Roger Williams Transformed

Posted on September 22, 2010. Filed under: 17th century America, Puritans | Tags: , , , |

Part the last of Truth v. Myth on Roger Williams, in which Williams draws back from the abyss of isolation and becomes the man we remember so well today.

After creating such high standards for religious and spiritual practice that there were only two people left in the world for him who were worthy of taking communion—himself and his wife—Williams had some sort of breakthrough. He followed his train of thought to its logical conclusion, which is that no church in the fallen world, no church on Earth, can be pure. It’s just not possible. If the Earth is a sinful and fallen place, it cannot create a gathering of people who are entirely holy. One could not escape the “dung heap” of humanity, as Williams had previously described other people to John Winthrop.

It’s a moment of great danger for Williams. This realization could have led him to complete despair; suicide seems to be the only way out of this terrible situation for the man who cannot accept imperfection. But something pulled him through, whether it was Williams’ basic goodness, his realization of the great love and loyalty his followers had demonstrated in going to Narragansett with him, or perhaps the persuasion of his wife Mary, who so often goes unnamed and unnoticed in her husband’s famous story. Mary had followed Roger from England to America, from Boston to Salem, Salem to Plymouth and back again, and Salem to Narragansett country. Each time she had to help set up a new homestead and a new farm, while raising their many children and bearing many more. It is telling that even as he questioned the purity of everyone on Earth, Roger never once turned against his faithful wife. She must have been a loving and intelligent woman, and perhaps we do have her to thank, at least in part, for Williams’ turnaround.

Because Williams did do a 180 in Narragansett. The basic goodness and love of other people that characterized him broke through and he was able to decide that since he could not escape other, fallen, sinful people, he would join them. “Having a little before refused communion with all, save his own wife,” said Winthrop, Williams’ old friend, “now he would preach to and pray with all comers.”

And so he did. Williams threw open his tiny colony to anyone who wanted to join him and work together as one loving group. Winthrop shook his head once again at his young friend; to Winthrop, this “come one, come all” attitude was just as crazy as Williams’ original “no one is good enough” attitude. Puritans were careful to make sure their churches were attended by people trying to live holy lives. But Williams was welcoming anyone and everyone, even those who did not profess themselves to be trying to achieve holiness. In fact, many of his most loyal followers deserted Williams at this point. They had seen in him a man who would give them perfection, a man who could create a heaven on Earth; now he was throwing that chance away to live with the most sinful of people.

Word of Williams’ policies in Narragansett got around the MBC, and people decided Williams had snapped. He was an extremist, they saw; first seeking pure holiness, now seeking sinfulness. His appeal faded for most Puritans in the colony. But there were always a few people who found their way to what became Rhode Island, where Williams created a society that practiced tolerance for just about all people and beliefs. There were limits. As we have seen, even Williams could not welcome Quakers, and Anne Hutchinson, when banished from Boston, made herself very unwelcome in Providence.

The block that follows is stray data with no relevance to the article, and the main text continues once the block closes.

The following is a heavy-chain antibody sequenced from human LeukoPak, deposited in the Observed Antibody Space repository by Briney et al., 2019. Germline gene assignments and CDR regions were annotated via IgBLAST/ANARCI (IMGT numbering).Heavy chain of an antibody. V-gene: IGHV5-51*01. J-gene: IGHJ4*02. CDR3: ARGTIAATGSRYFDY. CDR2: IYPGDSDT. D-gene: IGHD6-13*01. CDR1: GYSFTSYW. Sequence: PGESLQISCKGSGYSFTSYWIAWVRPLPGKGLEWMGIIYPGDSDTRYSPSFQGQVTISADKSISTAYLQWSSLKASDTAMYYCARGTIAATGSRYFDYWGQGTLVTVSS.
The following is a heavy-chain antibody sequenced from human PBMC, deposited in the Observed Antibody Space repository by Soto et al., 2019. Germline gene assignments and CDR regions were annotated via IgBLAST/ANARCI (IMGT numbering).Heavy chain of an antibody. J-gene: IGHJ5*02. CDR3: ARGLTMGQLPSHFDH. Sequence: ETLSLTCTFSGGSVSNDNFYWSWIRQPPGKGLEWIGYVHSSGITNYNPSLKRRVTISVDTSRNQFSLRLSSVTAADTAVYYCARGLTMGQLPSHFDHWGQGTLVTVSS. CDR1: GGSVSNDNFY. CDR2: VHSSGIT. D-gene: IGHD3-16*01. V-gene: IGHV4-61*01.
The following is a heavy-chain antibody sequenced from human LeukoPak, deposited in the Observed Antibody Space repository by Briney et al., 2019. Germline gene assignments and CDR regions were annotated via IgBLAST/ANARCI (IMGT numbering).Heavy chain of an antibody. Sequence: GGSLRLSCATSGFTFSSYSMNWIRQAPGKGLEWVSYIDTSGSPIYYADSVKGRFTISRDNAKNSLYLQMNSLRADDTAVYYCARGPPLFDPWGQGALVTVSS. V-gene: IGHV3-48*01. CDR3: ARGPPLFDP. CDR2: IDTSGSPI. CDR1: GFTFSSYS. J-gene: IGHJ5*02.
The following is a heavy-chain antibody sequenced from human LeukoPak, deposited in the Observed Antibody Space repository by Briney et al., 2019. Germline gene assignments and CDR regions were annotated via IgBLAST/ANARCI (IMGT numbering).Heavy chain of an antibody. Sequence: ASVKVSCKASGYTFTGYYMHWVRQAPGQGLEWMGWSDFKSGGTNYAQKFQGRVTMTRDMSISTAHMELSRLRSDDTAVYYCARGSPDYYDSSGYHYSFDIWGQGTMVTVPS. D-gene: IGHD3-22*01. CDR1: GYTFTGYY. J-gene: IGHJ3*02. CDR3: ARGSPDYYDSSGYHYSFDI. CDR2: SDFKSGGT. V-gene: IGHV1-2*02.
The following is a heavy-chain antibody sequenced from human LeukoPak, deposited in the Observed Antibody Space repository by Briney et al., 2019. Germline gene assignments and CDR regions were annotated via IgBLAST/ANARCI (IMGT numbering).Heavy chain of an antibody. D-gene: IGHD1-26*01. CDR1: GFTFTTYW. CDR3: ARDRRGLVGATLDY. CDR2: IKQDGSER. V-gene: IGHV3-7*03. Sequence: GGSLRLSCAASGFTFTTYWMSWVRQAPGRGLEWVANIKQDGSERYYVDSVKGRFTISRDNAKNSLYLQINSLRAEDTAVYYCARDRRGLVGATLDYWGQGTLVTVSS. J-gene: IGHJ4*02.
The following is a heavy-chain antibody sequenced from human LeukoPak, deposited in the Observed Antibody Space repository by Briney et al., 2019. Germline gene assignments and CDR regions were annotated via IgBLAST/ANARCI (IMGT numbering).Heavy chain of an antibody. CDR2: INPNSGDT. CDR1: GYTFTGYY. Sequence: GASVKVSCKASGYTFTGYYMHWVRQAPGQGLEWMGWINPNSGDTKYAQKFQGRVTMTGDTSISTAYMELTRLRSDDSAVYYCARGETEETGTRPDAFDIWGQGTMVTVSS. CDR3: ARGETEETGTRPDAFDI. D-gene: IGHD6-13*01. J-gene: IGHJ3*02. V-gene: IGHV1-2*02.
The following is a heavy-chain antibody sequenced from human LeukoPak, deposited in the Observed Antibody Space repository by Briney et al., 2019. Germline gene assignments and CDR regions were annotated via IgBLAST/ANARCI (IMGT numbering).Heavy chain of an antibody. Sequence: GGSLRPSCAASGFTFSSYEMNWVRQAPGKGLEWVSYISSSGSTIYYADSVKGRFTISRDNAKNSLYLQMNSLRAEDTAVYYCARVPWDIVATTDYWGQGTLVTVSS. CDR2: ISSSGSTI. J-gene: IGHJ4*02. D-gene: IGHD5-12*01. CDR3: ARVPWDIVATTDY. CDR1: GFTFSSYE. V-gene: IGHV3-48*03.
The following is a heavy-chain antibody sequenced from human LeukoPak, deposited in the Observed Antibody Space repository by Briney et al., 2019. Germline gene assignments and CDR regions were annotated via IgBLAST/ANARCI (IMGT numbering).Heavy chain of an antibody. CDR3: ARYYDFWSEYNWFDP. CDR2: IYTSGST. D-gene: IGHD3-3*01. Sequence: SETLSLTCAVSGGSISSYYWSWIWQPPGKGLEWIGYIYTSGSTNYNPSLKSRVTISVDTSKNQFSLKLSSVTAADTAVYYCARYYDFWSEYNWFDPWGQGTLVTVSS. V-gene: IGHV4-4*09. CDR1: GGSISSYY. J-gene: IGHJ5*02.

But otherwise, Williams welcomed Native Americans, banishees from other colonies, and anyone seeking freedom to live as they wished so long as they did not harm others. The Roger Williams we know and love was born. His was an epic journey, one that Americans as a people re-enact each generation: moving from intolerance and the demand that everyone be like them to real democracy, liberty, and freedom.

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Puritans v. Quakers in the battle for our sympathy

Posted on December 18, 2008. Filed under: 17th century America, Puritans | Tags: , , , , , |

I just finished my Delbanco book and it strikes me that most historians who write about the Puritans just don’t like them, deep down inside, and this colors their history.

Of course, it’s not as if liking a group makes your history better than disliking a group. Ideally, you try to be as objective as possible.

But that objectivity is hard to come by when you’re reading about the Puritans. A schadenfreude creeps in and eventually sets the overall tone fast in a kind of head-shaking ruing of the Puritans and their crazy ways. Almost any book you read about the Massachusetts Bay Colony gives you the feeling that it was an immediate failure, that the moment those people set foot on shore in America they started betraying their own values. Blame is laid at the door of their religion, inevitably; a religion that crazy was just bound to fail.

It’s funny, because MBC was very successful. It established dominance over all New England, Boston was the major American port for decades, and overpopulation was almost immediately a problem. The MBC Puritans finally codified their religion in writing (the New England Way), something that had eluded or been deemed impossible by English Puritans, they settled two strong challenges to their Way (Antinomianism and the Halfway Covenant), created a representative legislature and judiciary, and wrote down a code of civil law (something the English Parliament tried to force the king to do to no avail).